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Everything is changing and nothing is the same. Restaurant culture might never be what it once was, but that might be for the better. 

In BC, we’ve had it good through this whole pandemic, and I can only hope that we’ve begun to realize what a luxury being able to eat out was and still is. Some restaurants quickly closed and others scrambled to make ends meet in March and April. As the months wore on, the food and beverage industry was seriously put to the test, and will be recovering for months and years to come. I had the privilege of speaking with the owner of Gina’s Mexican Cafe and the owner and head chef at La Stella Trattoria about their experiences thus far. 

Restaurants had to halt dine-in services for over eight weeks and then reopen, if they dared, with limited capacity; it’s nothing short of a miracle that so many Nanaimo restaurants are still making it work. 

Sharon Stares is the owner of Gina’s Mexican Cafe. She told me the first line of business back in March was to set up an independent online ordering system and have staff do the deliveries. This allowed their team to stay employed rather than outsource to Skip the Dishes. As the restaurant adapted to meet restrictions and operate safely in unprecedented times, the menu also had to shift towards meals that better suited travel. 

“I eat at home less and just eat at the restaurant more since I’m working more than ever!” Stares said. She recommended their chipotle dinners, enchiladas, and burritos for takeout meals.

She added, “I’ve been very fortunate so far. Our crew was ready and willing to come back to work, and the community has been so supportive. It makes me sad to see the closed doors of some of our businesses—it’s certainly a tough time for our industry.”

In reminiscing about eating out with her friends, she said, “A lot of us keep our bubble small, so we can’t go out with all of our friends. It’s not too bad for me because I can see people at the restaurant, but I feel for those stuck at home with very little contact.”  

Stares’ spirits have lifted since reopening for dine-in with spaced-out tables and masked servers. She can not sing enough praises to the community that continues to support them in uncertain times. 

“[F]olks are so excited to be out and seeing people, [although] I think people are eating out less and ordering in more. In general there is a lot less socializing. It’s sad to see, I just hope it doesn’t last too long. Many people make very conscious decisions now about spending their money locally. It has definitely made a difference and will continue to be important for the foreseeable future. The struggle isn’t over for the smaller local businesses.” 

Gina’s Mexican Cafe also started up a grocery service when they reopened, offering much of their wholesale restaurant orders as a list for customers to choose from and get delivered. The service has since slowed down, but was especially busy in April and May.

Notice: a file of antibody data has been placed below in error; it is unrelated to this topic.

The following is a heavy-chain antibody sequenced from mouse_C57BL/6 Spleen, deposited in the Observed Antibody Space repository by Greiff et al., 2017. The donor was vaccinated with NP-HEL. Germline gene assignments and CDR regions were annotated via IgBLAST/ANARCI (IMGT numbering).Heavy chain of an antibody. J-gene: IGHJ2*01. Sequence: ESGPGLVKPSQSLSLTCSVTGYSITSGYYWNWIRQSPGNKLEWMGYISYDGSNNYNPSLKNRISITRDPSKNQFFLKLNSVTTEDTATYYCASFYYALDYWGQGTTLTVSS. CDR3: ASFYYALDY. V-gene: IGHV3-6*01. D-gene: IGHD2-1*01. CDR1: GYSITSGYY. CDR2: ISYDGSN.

“We’re not out of the weeds yet,” Stares continued. “There are many things that can be done still to make these restrictions sustainable for restaurants. Restaurants running at half capacity is not ideal, but as they ramp up delivery systems and takeout menus, it could begin to make up for the table deficit. Not having as many seats [makes it difficult to] deal with reservations. Having to distance the tables is reasonable and I agree with it, it’s just awkward.”

Gina’s Mexican Cafe, along with other Nanaimo restaurants, will survive as long as the community continues to support them. These restaurants have never been more grateful for their regulars.

The historically low wages of kitchen and serving staff raises questions about how much tipping actually offsets that pay gap. I remember working at Panago in high school when minimum wage went up to $10.05 per hour, and I was overjoyed. When I was serving at a hotel restaurant in 2016, my pay was $9.00 per hour (minimum wage was $10.85 per hour) in addition to completely unreliable tips. They were so unreliable that I vowed one Friday evening shift that if I didn’t reach a target amount, I would quit. I gave my two weeks notice the next morning. 

The customer is always right, especially in restaurants, because restaurants completely rely on their customers for survival. In Canada, we have no problem sending food back because it’s not what we expected, or if something is actually wrong with it. If you’re polite about it, you’ll probably get something else off the menu free of charge. However, the restaurant has just given away two plates of food for free and the server is worried you won’t tip. 

Minimum wage in BC has not quite doubled since 2000, now at $14.60 per hour, and many servers still don’t quite make the cut at only $13.95 per hour as of June 1, 2020—even though tips have basically been slashed with the limited seating and takeout. 

At the beginning of the COVID-19 pandemic in March, every restaurant owner had to make hard decisions about what to do with their perishable food as they shut their doors. Then, when they were able to reopen in June, and probably running out of a deficit, they hired staff back at higher wages and restocked their kitchens with no clue as to whether they’d be able to get themselves out of a financial sinkhole. 

I waited in line outside Big Wheel Burger—one of the few restaurants that have opened during COVID-19—and witnessed someone order at the door, realize there was a mandatory 15 percent added gratuity to their bill, and cancel their order. Whether it was because they didn’t deem the server worthy of a tip or they couldn’t afford it was unclear, but either way Big Wheel lost an order that day.